The members of the conspiracy, seen meeting in a goofy, shadowed secret conference room, are not pleased. When Samantha begins nosing around Vicky's old life, they get the idea that Sam might have the brooch and they send Wolf after her too. Wolf and his partner (portrayed by some guy who looks like the brother of Sting's stunt double) mosey over to Sam's apartment and pick up the brooch but fail in their mission to kill Samantha.
One would think that, having settled the matter of the brooch, the film would be pretty much over. Instead, it abruptly shifts gears and Johnathan Sullivan (Marc Singer), is pushed into the movie for its final half-hour. Sullivan appeared for about thirty seconds at the beginning of the flick and then vanished. He returns to the plot when Sam reaches the inevitable (but stupid) conclusion that in order to solve Vicky's murder, she has to (gasp) dress up like a hooker.
Samantha dons a slinky getup and then goes to keep a convenient appointment that Vicky had with Sullivan, the only other person in the movie besides the conspiracy who knows about the brooch and its true purpose.
"Hey Brion: Time to die! Get it? Huh? Do ya?"
When Samantha shows up for the appointment, Sullivan just wants to watch Samantha (fully clothed) being mildly pawed by a bunch of asian guys. What? Is this Sullivan's fantasy? If so, he needs to get out more often. But then again, there seems to be a chance that the meeting never happened, and the whole thing is Samantha's fantasy, in which case she needs to get out more often.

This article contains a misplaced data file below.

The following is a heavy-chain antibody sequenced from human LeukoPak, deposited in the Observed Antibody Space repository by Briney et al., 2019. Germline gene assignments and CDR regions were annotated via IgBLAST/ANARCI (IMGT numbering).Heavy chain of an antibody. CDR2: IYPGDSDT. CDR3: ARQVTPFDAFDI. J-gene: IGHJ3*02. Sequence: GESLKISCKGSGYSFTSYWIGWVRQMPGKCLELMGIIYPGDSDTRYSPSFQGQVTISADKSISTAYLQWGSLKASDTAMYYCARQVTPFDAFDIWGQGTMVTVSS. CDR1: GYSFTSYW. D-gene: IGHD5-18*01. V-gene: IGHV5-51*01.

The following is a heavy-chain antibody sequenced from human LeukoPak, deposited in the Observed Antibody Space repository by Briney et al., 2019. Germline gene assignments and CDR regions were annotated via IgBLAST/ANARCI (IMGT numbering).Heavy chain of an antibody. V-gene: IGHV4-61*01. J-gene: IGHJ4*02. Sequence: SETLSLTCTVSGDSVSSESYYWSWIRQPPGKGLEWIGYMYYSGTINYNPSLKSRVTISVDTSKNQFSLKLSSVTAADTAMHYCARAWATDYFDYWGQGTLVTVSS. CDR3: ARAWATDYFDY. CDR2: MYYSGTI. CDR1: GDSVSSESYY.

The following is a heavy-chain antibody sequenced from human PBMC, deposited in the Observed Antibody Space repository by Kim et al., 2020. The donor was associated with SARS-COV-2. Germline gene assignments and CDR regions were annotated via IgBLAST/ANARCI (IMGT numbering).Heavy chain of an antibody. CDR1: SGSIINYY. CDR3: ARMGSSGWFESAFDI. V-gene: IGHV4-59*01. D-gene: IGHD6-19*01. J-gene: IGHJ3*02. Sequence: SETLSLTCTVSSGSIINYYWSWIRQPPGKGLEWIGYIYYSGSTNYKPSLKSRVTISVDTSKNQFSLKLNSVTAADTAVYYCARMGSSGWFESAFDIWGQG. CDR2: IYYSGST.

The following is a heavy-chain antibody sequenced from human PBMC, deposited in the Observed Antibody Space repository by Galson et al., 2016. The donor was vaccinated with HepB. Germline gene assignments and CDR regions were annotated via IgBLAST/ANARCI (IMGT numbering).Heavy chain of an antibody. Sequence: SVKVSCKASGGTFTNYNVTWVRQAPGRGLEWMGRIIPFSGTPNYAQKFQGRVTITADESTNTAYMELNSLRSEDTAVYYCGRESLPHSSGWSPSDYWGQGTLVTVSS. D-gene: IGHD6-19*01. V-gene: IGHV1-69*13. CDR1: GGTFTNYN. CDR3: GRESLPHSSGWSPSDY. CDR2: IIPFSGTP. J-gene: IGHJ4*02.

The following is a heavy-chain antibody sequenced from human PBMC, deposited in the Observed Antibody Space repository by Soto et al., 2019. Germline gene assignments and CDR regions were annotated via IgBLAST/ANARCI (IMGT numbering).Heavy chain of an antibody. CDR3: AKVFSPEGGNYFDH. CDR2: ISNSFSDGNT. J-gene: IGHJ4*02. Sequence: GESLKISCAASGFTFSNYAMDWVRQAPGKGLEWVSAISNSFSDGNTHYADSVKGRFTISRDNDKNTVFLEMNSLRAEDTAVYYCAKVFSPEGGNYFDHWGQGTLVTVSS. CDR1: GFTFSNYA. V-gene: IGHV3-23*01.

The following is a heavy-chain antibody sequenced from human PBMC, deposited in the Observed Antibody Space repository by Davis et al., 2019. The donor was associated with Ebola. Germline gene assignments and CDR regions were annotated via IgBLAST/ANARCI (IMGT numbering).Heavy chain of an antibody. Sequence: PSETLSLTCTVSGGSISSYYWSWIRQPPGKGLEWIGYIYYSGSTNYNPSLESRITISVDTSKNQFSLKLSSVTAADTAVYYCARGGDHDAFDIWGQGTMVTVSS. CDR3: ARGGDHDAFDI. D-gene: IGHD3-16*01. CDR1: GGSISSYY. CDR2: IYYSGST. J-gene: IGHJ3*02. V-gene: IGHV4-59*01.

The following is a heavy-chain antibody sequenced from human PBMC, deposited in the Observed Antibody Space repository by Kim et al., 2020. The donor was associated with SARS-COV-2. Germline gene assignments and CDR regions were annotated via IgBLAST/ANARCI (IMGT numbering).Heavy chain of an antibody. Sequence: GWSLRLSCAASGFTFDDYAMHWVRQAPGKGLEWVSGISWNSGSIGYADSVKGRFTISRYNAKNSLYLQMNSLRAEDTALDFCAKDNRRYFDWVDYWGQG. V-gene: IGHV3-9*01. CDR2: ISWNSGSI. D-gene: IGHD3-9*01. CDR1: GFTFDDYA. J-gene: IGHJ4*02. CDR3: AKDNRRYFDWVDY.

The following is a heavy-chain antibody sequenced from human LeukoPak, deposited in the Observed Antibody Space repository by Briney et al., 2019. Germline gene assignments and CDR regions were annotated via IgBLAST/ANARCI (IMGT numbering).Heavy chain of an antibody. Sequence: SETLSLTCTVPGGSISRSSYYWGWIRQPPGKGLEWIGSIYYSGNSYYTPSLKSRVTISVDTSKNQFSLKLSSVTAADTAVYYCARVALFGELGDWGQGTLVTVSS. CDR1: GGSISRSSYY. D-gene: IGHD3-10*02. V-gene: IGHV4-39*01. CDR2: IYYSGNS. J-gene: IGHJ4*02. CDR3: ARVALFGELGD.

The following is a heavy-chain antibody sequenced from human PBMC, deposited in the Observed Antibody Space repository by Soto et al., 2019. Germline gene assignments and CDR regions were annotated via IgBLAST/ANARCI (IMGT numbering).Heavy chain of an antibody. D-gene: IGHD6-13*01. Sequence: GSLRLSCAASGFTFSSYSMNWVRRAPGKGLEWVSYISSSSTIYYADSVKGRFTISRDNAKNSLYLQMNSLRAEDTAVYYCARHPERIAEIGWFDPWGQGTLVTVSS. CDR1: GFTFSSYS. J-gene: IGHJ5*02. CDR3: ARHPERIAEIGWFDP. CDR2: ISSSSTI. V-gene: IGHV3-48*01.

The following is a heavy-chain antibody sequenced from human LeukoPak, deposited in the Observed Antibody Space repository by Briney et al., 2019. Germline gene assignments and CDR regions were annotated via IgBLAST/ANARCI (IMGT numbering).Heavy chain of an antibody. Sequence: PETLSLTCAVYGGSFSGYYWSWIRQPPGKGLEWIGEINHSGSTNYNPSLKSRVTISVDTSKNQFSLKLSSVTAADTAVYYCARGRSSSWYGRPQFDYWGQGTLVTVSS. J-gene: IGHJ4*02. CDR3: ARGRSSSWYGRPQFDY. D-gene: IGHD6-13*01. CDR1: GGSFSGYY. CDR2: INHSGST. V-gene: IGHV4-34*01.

Geez, considering how much time we wasted thinking about that stupid scene, maybe we need to get out more often.
Because somebody has to have sex in this movie Samantha and Sullivan eventually get busy. Unfortunately for Sam, Sullivan is merely using the poor woman to retrieve the brooch and has his own evil plans for it. Unlike the conspiracy, though, Sullivan doesn't want to kill her after he explains his plan that will shift the balance of world politics for the worse.
Sullivan: There's nothing you can do about it. If I thought there was, I'd kill you. Right now.
Samantha: What about us?
Whattayamean, what about us? The man just told you he wants to undermine civilization, and you want to know if he's going to call you in the morning? This is just one example of the film's inanity, and yet it pales to the movie's real problem: terrible editing.
Almost exactly an hour into Ultimate Desires, we felt as if someone had suddenly changed channels on us. Characters we'd never seen before appeared and spoke dialogue totally unrelated to the previous hour's events. We think someone in the editing room started rolling dice to determine which scene to include next, and which movie the scene would come from. It was unbelievably confusing. This, ladies and gentlemen, is a truly terrible movie.
"I swear, man, I'm not the editor!
You've got the wrong guy! Aaaaagh!"
Totally lost by the plot's sudden turn, our minds began to wander and we thought for a little while about Wolf. Why exactly did Wolf have to return to the conspiracy's meeting room every time he wanted to give a progress report? Wouldn't that be terribly inefficient? The conspirators must have spent so much time in that meeting room that they never heard of cell phones.
Watching Ultimate Desires is like going out on a bad date: when it's over, you feel a little bit ashamed, incredibly confused, and completely unsatisfied. And you got all dressed up in that classy powder blue tux for nothing.